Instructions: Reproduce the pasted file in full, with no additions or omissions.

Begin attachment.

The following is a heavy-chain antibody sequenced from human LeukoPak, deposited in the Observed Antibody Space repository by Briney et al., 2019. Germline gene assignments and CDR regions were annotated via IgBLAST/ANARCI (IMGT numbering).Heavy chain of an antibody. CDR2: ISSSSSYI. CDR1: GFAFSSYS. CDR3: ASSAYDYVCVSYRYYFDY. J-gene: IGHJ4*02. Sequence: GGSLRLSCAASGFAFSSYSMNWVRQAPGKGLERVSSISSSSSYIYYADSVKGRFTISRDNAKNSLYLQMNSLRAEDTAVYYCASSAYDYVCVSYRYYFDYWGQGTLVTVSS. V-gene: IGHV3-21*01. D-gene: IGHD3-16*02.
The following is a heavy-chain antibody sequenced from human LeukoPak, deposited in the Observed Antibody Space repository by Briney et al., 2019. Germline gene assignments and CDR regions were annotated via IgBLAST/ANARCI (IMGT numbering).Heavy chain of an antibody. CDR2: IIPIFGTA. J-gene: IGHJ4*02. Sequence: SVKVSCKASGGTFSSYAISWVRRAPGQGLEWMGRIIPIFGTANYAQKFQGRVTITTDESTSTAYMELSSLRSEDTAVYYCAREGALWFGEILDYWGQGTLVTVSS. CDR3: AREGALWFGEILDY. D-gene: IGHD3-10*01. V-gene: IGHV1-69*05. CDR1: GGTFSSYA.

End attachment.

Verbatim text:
The following is a heavy-chain antibody sequenced from human LeukoPak, deposited in the Observed Antibody Space repository by Briney et al., 2019. Germline gene assignments and CDR regions were annotated via IgBLAST/ANARCI (IMGT numbering).Heavy chain of an antibody. CDR2: ISSSSSYI. CDR1: GFAFSSYS. CDR3: ASSAYDYVCVSYRYYFDY. J-gene: IGHJ4*02. Sequence: GGSLRLSCAASGFAFSSYSMNWVRQAPGKGLERVSSISSSSSYIYYADSVKGRFTISRDNAKNSLYLQMNSLRAEDTAVYYCASSAYDYVCVSYRYYFDYWGQGTLVTVSS. V-gene: IGHV3-21*01. D-gene: IGHD3-16*02.
The following is a heavy-chain antibody sequenced from human LeukoPak, deposited in the Observed Antibody Space repository by Briney et al., 2019. Germline gene assignments and CDR regions were annotated via IgBLAST/ANARCI (IMGT numbering).Heavy chain of an antibody. CDR2: IIPIFGTA. J-gene: IGHJ4*02. Sequence: SVKVSCKASGGTFSSYAISWVRRAPGQGLEWMGRIIPIFGTANYAQKFQGRVTITTDESTSTAYMELSSLRSEDTAVYYCAREGALWFGEILDYWGQGTLVTVSS. CDR3: AREGALWFGEILDY. D-gene: IGHD3-10*01. V-gene: IGHV1-69*05. CDR1: GGTFSSYA.